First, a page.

What might the imaginative and affective conditions for revolution look like? In this presentation Xine will undertake a three-part discussion of how this question undergirds her research, teaching, and outreach via the iTunes podcast PhDivas. In the first part, Xine’s research in early and nineteenth-century America is driven by the imperatives of present-day activism and violences like Black Lives Matter. Here she will read Blake, the only novel written by 19th century African American activist Martin Delany, for how imagining otherwise is predicated upon feeling otherwise. Against the narratives of inclusion by antislavery peers such as Frederick Douglass, Delany’s novel argues for a transnational revolution to overthrow the injustices of America. Written in part as a critique of Uncle Tom’s Cabin, the American sentimental novel par excellence, Blake constructs new modes of sympathetic feeling that diverge from the constraints of white, domestic sentimentality. The titular protagonist Blake sows the seeds of rebellion across the United States, Canada, West Africa, and Cuba – a transnational network that Xine argues mirrors the affective coalition he builds between different marginalized peoples. For Delany, the truest legislative basis for a world order must come from a reimagining of relations between peoples; as one of the first Black men accepted into Harvard Medical School, he reworks racist polygenetic race science to assert the connections between peoples of color as both literal biology and as political metaphor.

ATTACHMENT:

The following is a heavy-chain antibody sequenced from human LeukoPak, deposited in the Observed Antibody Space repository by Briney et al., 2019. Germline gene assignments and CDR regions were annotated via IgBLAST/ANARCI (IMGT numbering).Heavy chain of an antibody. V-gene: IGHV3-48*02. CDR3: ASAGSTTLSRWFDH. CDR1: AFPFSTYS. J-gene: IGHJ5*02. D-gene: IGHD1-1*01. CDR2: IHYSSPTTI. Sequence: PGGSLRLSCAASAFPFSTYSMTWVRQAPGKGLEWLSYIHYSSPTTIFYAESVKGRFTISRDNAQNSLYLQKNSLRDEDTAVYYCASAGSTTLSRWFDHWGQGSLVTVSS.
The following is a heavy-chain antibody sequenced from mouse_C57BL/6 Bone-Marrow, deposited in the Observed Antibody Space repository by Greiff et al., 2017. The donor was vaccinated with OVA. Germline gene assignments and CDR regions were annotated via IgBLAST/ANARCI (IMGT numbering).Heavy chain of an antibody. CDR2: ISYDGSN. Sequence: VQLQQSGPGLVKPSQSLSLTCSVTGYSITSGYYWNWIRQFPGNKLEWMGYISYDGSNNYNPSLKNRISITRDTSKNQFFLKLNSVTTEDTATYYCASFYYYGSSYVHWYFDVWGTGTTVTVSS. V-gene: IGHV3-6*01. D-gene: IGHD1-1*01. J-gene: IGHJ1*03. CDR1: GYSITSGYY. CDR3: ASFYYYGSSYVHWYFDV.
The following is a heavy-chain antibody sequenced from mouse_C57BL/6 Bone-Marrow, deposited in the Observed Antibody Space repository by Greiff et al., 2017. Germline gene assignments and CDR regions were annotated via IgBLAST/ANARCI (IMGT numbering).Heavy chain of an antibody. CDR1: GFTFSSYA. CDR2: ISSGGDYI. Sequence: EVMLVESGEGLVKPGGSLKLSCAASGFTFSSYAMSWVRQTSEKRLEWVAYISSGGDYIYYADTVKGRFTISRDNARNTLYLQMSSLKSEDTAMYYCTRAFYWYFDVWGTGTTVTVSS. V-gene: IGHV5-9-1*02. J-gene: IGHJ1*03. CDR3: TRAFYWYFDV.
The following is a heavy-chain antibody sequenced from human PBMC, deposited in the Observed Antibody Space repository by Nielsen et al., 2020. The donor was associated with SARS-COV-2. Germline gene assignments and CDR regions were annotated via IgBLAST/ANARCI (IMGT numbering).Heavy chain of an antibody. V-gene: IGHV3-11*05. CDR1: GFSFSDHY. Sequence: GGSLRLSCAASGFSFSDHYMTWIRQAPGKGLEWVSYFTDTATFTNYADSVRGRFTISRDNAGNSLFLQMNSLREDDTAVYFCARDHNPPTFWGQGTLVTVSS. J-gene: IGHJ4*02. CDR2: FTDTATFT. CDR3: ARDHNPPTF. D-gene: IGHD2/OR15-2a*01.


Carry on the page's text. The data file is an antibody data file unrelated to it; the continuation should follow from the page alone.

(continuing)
Xine will take up these ideas about coalition-building and the possibility of a better world in her pedagogical practices and public outreach. She will discuss how she structured her advanced seminar “Black Power Yellow Peril” and share some of the digital humanities assignments she designed to help her students integrate old texts with present-day popular culture and activism. Finally, Xine shall present on her podcast PhDivas about academia, culture, and social justice across the STEM/humanities divide. Xine co-hosts the podcast with her dear friend Liz Wayne, a Black biomedical scientist from Mississippi. As they approach their 50th episode, Xine and Liz use the podcast to highlight the amazing work across disciplines within and beyond the academy, to build intersectional coalition, and to provide support for a better, kinder culture in academia with a focus on women and people of color. As Liz puts it, “Academia won’t be the space that was provided for me, but one that I create – not the one I dreamed of, but one I build.” In this talk, Xine hopes to share their dream with you.
Christine “Xine” Yao is a SSHRC Postdoctoral Fellow in the UBC Department of English. She graduated as PhD degree marshal from Cornell University and obtained previous degrees from the University of Toronto and Dalhousie University. She hails from Toronto and has been compared to a great white shark. For more on her work please see www.christineyao.com